(Petaling Jaya, Monday): A strange silence has descended on the “in-depth report to improve the administration of justice” which the Minister in the Prime Minister’s Department, Datuk Dr. Rais Yatim had been talking about last year and in January, and which was to be presented to the Cabinet in March this year to be "the basis of our efforts to improve the administration of justice within the next three years and to restore public confidence".
At the Second Australia-Malaysia Conference at the Australian National University in Canberra on May 25, 2000, which Rais and I attended, I had criticised the procrastination on the part of the Cabinet to address the criticisms and recommendations in "Justice in Jeopardy: Malaysia 2000", a joint report of International Bar Association, the Centre for the Independence of Judges and Lawyers, the Commonwealth Lawyers’ Association and the International Lawyers’ Union and which was a damning indictment on the system of justice in Malaysia.
In his response at the Canberra conference, Rais said he would shortly be presenting the report to the Cabinet.
Before Rais could present a report on the administration of justice to Cabinet, he was involved in a public spat in June last year with the then Chief Justice, Tun Eusoff Chin who ridiculed Rais as merely a Minister for "tables and chairs" for the courts.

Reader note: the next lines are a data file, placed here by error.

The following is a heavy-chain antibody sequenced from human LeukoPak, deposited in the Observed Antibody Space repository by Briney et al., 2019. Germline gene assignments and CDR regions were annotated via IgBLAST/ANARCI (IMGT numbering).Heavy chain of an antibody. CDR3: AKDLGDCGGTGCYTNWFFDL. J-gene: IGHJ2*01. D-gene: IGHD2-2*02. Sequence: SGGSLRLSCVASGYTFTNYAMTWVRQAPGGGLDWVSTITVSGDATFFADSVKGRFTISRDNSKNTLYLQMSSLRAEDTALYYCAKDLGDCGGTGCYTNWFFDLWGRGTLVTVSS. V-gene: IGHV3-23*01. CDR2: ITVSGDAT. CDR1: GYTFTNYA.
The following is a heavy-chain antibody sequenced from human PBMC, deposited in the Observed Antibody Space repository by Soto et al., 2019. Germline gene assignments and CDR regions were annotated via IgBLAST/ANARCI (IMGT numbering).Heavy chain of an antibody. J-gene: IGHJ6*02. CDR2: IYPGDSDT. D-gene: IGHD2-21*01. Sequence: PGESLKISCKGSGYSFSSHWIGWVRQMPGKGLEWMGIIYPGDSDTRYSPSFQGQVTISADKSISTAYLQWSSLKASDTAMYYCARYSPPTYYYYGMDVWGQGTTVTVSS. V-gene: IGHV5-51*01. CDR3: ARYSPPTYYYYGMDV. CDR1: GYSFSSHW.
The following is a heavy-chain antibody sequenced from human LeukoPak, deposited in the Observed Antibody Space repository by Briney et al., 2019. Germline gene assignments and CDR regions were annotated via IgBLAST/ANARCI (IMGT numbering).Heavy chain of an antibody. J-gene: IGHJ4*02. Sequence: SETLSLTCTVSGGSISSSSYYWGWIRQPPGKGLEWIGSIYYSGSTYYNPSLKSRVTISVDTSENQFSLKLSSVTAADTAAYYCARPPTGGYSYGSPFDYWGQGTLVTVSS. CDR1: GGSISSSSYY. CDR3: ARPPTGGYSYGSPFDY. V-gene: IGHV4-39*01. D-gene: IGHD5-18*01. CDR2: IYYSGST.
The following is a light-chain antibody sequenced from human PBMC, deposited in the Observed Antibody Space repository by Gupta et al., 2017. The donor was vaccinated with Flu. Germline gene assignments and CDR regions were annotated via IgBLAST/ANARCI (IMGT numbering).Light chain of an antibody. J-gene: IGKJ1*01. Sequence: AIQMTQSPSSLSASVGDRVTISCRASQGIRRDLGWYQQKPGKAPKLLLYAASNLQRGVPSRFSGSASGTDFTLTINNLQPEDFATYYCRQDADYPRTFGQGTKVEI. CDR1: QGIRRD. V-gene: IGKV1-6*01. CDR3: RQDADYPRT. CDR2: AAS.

After the spat, Rais announced in July that he would present his report on the administration of justice to the Cabinet at the end of the year, clearly timing it until after the retirement of Eusuff Chin as Chief Justice on December 18, 2000.
With the appointment of Tan Sri Mohamed Dzaiddin Abdullah as the new Chief Justice, Rais again reminded the nation in January this year about his report on the administration of justice, and that it would be presented to the Cabinet in March this year.
In his interview with Malaysiakini in early January, Rais said that his “comprehensive report on the administration of justice” will comprise the performance of various agencies connected with the judicial process, justice, the administration of justice in general - the police, customs, immigration, the administrative aspects of the courts, and questions related to justice in general in the country.